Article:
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Tbilisi’s geopolitical dilemma: being a corridor or becoming a hub

Earlier this week, on December 19, the final round of negotiations between Georgia and the Swiss company SGS (Société Générale de Surveillance, SA) completed in Berne to sign a contract within the framework of the agreement between Georgia and the Russian Federation “On the main principles of the customs administration and trade monitoring mechanism" of 2011. Thus, one of the stages of the long and difficult journey that began as part of the negotiations on Russia's accession to the World Trade Organization (WTO) was over. At that time, the authority of international organizations was much higher, as the generally accepted rules were more stringent around the world, and Russia's certain positive expectations were associated with membership in the WTO.

Today one could ask how the economic sanctions imposed on Russia are consistent with the principles of the WTO and whether they are a flagrant violation of those principles. The formulation of the question is purely rhetorical, since the West has quite openly replaced international law with the law of the jungle. However, in 2010, decency, at least externally, was still respected. For a long time, Georgia, which would not give its consent, was an obstacle to the accession of the Russian Federation to the WTO. And according to the charter, it was the consent of all the member and participants that was an indispensable condition. By that time, the criminal clique of ex-President Mikheil Saakashvili had already managed to unleash the bloody conflict in South Ossetia, and after Russia compelled it to peace within several days, severed diplomatic relations with it. Saakashvili rejoiced at any opportunity to harm Russia, and once it wanted to join the WTO, impeded it in every possible way. But the puppet is a puppet, since it acts according to the will of its puppeteers, and not at will. Americans were quick to explain to Mishiko what was what, and he, of course, immediately agreed.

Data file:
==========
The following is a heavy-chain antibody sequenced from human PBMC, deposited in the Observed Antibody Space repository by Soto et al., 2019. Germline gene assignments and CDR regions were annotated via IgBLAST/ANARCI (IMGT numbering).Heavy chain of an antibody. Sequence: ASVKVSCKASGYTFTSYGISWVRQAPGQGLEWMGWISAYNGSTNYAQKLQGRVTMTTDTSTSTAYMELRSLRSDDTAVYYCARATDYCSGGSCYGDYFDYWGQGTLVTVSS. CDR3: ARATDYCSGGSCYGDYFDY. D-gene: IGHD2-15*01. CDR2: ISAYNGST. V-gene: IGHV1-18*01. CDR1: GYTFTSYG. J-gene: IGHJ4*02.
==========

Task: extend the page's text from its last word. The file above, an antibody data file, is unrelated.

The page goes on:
In the absence of diplomatic relations between Moscow and Tbilisi, the need for a mediator arose, and Switzerland was the best candidate for this role, whose centuries-old neutrality became a national brand along with watches and cheese. Thanks to it, the Russian-Georgian agreement "On the basic principles of the customs administration and trade monitoring mechanism" was signed.

Geographical position of Georgia is such that transit opportunities are a very significant economic resource for the country, and resources are useful only when they are used. Consequently, from an economic point of view, cargo flows from Russia and to Russia through the Georgian territory bring an undoubted benefit, but the economic situation is significantly complicated by the political aspect. The economic benefit is, of course, a good thing, but one should try to annoy the opponent as much as possible - therefore, within the framework of the agreement it was decided that the third neutral private company should be involved in monitoring the trade in the three corridors mentioned in the document. At the end of the tender, the Swiss SGS, which was supposed to monitor and record all the cargoes passing through the corridors and mark them, came out a winner.

The Russian Federation and Georgia, separated by a large Caucasian ridge, are connected by three overland transport arteries. One of them, which today bears the main load, passes through the Kazbegi district with access to North Ossetia. There are modern checkpoints in Kazbegi and in Upper Lars. The other two routes are much more problematic from the political point of view. The fact is that they pass through Abkhazia and South Ossetia - former autonomies that broke away from the metropoly and declared themselves independent states, which was confirmed by Russia and a number of other countries, and that officially changed their status in the world. This process was accompanied by bloody military conflicts, which today, fortunately, are in a frozen state, but the severity of the ideological confrontation does not diminish from this. For Tbilisi, there is only the principle of the territorial integrity of the state, whereas for the new republics the very idea of returning to Georgia is unacceptable.